Tony Stein

Corporal Tony Stein (September 30, 1921 - March 1, 1945) was a United States Marine who was posthumously awarded the Medal of Honor for conspicuous gallantry in repeated singlehanded assaults against the enemy and outstanding valor in aiding wounded Marines during the initial assault on Iwo Jima on February 19, 1945.


Tony Stein was born in Dayton, Ohio on September 30, 1921, and attended Kiser High School. He enlisted in the United States Marine Corps on September 22, 1942.

Less than two weeks after the action in which he earned the Nation's highest award for valor, on March 1, 1945, he was killed during a mission in which he and a group of fellow Marines had volunteered to locate some enemy machine gun emplacements which were holding up the advance of his entire company.

Corporal Stein's Medal of Honor and citation were presented to his widow on February 19, 1946 during a ceremony in the office of Governor Frank Lausche of Ohio.

Following the war, he was returned to the United States from the 5th Division for reinterment in his native Dayton. Dayton's only World War II recipient of the Medal of Honor, Cpl Stein was buried with full military honors on December 17, 1948, in Calvary Cemetery following funeral services in Our Lady of the Rosary Church.


The USS Stein (FF-1065), a United States Navy Knox class frigate , was named in honor of Corporal Stein.

Medal of Honor citation

The President of the United States takes pride in presenting the MEDAL OF HONOR posthumously to



for service as set forth in the following CITATION:

For conspicuous gallantry and intrepidity at the risk of his life above and beyond the call of duty while serving with Company A, First Battalion, Twenty-Eighth Marines, Fifth Marine Division, in action against enemy Japanese forces on Iwo Jima, in the Volcano Island, February 19, 1945. The first man of his unit to be on station after hitting the beach in the initial assault, Corporal Stein, armed with a personally improvised aircraft-type weapon, provided rapid covering fire as the remainder of his platoon attempted to move into position and, when his comrades were stalled by a concentrated machine-gun and mortar barrage, gallantly stood upright and exposed himself to the enemy's view, thereby drawing the hostile fire to his own person and enabling him to observe the location of the furiously blazing hostile guns. Determined to neutralize the strategically placed weapons, he boldly charged the enemy pillboxes one by one and succeeded in killing twenty of the enemy during the furious single-handed assault. Cool and courageous under the merciless hail of exploding shells and bullets which fell on all sides, he continued to deliver the fire of his skillfully improvised weapon at a tremendous rate of speed which rapidly exhausted his ammunition. Undaunted, he removed his helmet and shoes to expedite his movements on ran back to the beach for additional ammunition, making a total of eight trips under intense fire and carrying or assisting a wounded man back each time. Despite the unrelenting savagery and confusion of battle, he rendered prompt assistance to his platoon whenever the unit was in position, directing the fire of a half-track against a stubborn pillbox until he had effected the ultimate destruction of the Japanese fortification. Later in the day, although his weapon was twice shot from his hands, he personally covered the withdrawal of his platoon to the company position. Stouthearted and indomitable, Corporal Stein, by his aggressive initiative, sound judgment and unwavering devotion to duty in the face of terrific odds, contributed materially to the fulfillment of his mission, and his outstanding valor throughout the bitter hours of conflict sustained and enhanced the highest traditions of the United States Naval Service.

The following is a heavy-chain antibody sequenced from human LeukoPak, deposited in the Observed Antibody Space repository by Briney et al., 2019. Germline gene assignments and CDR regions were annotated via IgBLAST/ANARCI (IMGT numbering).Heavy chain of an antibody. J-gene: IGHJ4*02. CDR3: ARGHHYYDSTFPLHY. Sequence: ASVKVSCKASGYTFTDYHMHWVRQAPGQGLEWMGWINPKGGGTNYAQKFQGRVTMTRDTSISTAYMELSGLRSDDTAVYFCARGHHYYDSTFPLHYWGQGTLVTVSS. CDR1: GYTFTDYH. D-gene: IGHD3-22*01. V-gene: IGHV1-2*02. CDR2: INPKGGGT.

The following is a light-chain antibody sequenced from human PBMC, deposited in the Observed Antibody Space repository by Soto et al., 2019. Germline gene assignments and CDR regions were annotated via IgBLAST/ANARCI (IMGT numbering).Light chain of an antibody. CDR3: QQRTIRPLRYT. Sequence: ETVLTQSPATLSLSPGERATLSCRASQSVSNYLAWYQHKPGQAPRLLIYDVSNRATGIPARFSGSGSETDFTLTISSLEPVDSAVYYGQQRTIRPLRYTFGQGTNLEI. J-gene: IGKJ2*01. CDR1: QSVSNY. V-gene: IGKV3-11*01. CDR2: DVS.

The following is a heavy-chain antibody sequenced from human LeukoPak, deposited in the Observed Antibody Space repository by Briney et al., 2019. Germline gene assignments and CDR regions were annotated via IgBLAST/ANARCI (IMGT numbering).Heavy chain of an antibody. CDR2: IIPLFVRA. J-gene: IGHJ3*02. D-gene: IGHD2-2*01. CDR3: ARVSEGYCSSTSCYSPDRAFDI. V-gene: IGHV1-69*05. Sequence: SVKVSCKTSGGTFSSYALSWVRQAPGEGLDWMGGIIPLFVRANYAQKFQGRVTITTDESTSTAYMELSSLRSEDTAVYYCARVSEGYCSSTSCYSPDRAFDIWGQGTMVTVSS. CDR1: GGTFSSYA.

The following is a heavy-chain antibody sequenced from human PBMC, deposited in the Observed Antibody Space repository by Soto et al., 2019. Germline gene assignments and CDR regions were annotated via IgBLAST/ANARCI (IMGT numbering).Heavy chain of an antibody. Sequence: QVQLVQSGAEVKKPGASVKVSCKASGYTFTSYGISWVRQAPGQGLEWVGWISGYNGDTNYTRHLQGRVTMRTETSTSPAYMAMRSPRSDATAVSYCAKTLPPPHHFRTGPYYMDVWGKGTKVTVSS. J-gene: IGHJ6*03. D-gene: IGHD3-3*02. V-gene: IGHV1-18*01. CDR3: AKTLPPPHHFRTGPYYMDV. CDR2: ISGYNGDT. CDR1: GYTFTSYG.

See also


  • Corporal Tony Stein, USMCR, Who's Who in Marine Corps History, History Division, United States Marine Corps.
  • Cpl Tony Stein, Medal of Honor, 1945, 1/28/5, Iwo Jima, Medal of Honor citation.

Further reading

  • Bartley, Lt.Col. Whitman S. Iwo Jima: Amphibious Epic, Marines in World War II Historical Monograph, Historical Section, Division of Public Information, United States Marine Corps, 1954.
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